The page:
Election 2019: Jeremy Corbyn pledges higher taxes for the rich

Labour declares class war: Jeremy Corbyn says he would hold a second referendum and delay Brexit for at least SIX MONTHS as he launches election battle by targeting ‘vested interests’ and pledging tax hikes for the rich

  • Jeremy Corbyn is launching the Labour Party’s general election campaign 
  • Admitted Brexit would be delayed for new referendum and possible cancelled
  • In a firebrand speech Mr Corbyn vowed to target ‘vested interests’ of the elite  
  • Delivered anti-elite message attacking individuals such as Duke of Westminster 
  • Corbyn singled out chemicals executive Sir James Ratcliffe as a ‘big polluter’ 
  • Jewish Labour groups have condemned Mr Corbyn as not fit to be the PM 

Jeremy Corbyn today admitted he would delay Brexit for at least six months to hold a second referendum – and refused to rule out backing Remain.

Launching Labour’s election campaign, the veteran left-winger said if he becomes PM he will renegotiate a ‘sensible deal’ with the EU, before putting it to the public. 

However, he refused to say whether he would support staying in the EU rather than his own new package in that vote. 

Mr Corbyn also tried to brush off concerns about his dire personal ratings, saying: ‘It’s not about me.’ 

The flannelling came as Mr Corbyn effectively declared class war by vowing to tackle ‘corrupt’ business and ramp up public spending.

The Labour leader laid out a platform of tax hikes for the better-off and nationalisation of key industries in his first keynote speech of the contest.

He contrasted his union-backed party with the Tories who represented the ‘super-rich’, saying only the Left would take on the establishment’s ‘vested interests’.

An Ipsos Mori poll today gave the Tories a 17-point advantage over Labour – more than enough for a working majority. YouGov research suggested the Conservatives are 15 points ahead – but underlined the way the electorate is fragmenting, with the Lib Dems and Brexit Party showing significant support. 

In a further blow, two Jewish Labour groups have announced they will not back Mr Corbyn as PM after his hard-Left supporters brought a vile wave of anti-Semitism to the party.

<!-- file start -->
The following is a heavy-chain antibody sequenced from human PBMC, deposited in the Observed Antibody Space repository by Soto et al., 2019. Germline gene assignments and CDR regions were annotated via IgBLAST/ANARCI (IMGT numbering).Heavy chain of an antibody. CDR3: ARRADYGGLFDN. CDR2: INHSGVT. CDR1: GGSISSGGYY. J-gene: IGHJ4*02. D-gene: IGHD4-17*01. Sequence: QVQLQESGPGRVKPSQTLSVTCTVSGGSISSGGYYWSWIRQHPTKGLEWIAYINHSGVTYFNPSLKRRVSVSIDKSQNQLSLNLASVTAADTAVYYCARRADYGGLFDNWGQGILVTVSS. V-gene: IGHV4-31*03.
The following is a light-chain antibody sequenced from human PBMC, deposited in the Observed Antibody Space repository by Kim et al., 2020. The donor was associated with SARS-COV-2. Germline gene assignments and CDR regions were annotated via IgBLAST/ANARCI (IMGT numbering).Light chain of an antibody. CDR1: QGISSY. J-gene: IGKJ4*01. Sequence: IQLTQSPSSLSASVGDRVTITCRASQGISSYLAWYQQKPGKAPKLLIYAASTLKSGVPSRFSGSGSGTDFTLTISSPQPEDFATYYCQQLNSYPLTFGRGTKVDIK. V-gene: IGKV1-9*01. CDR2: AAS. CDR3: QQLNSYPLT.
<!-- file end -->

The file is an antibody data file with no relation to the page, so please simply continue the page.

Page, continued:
Other MPs are also agonising over whether they can endorse him as a fit person to be in Downing Street.  

Meanwhile, Mr Johnson is facing an exodus of moderate MPs. Culture Secretary Nicky Morgan cited the ‘abuse’ she had received in the fraught Westminster environment as she became the latest high profile figure to stand down at the election.

Jeremy Corbyn was momentarily swept up in the excitement of his launch today – and kissed the hand of shadow foreign secretary Emily Thornberry, who appeared somewhat nonplussed

Jeremy Corbyn (pictured giving his speech today) is vowing to tackle the ‘corrupt system’ of tax dodgers and bad bosses

The Labour leader chose to do his campaign launch in Battersea in south-west London

The Labour leader chose to do his campaign launch in Battersea in south-west London

Mr Corbyn (pictured with shadow foreign secretary Emily Thornberry, left, and Baroness Chakrabarti, right) said he would hold a second Brexit referendum within six months

Mr Corbyn (pictured with shadow foreign secretary Emily Thornberry, left, and Baroness Chakrabarti, right) said he would hold a second Brexit referendum within six months

After previously pledging that he would rather be ‘dead in a ditch’ than extend Brexit beyond October 31, Mr Johnson said today that it was Mr Corbyn’s fault the UK’s withdrawal from the EU had been put back until January 31.

What did Corbyn promise in his speech? 

Negotiate a new Brexit deal and hold a second referendum next June – leaving open the possibility of backing Remain 

Living wage of at least £10 an hour for all workers from the age of 16

Thirty hours’ free childcare for children up yo four years old 

Scrap Universal Credit scheme that combined other benefits 

Bring rail firms, mail and water fully into public ownership 

‘Today should have been the day that Brexit was delivered and we finally left the EU,’ he said.

‘But, despite the great new deal I agreed with the EU, Jeremy Corbyn refused to allow that to happen – insisting upon more dither, more delay and more uncertainty for families and business.’  

However, Mr Corbyn said: ‘We need to take it out of the hands of the politicians and trust the people to have the final say.

‘Labour will get Brexit sorted within six months. We’ll let the people decide whether to leave with a sensible deal or remain. That really isn’t complicated.

‘We will carry out whatever the people decide so that we can get on with delivering the real change Britain needs after years of Conservative cuts to vital services and tax handouts to the richest.’

Even that timetable looks optimistic, as Mr Corbyn is proposing to negotiate a new deal with the EU before then, which Labour might then advise the public to reject in favour of Remaining.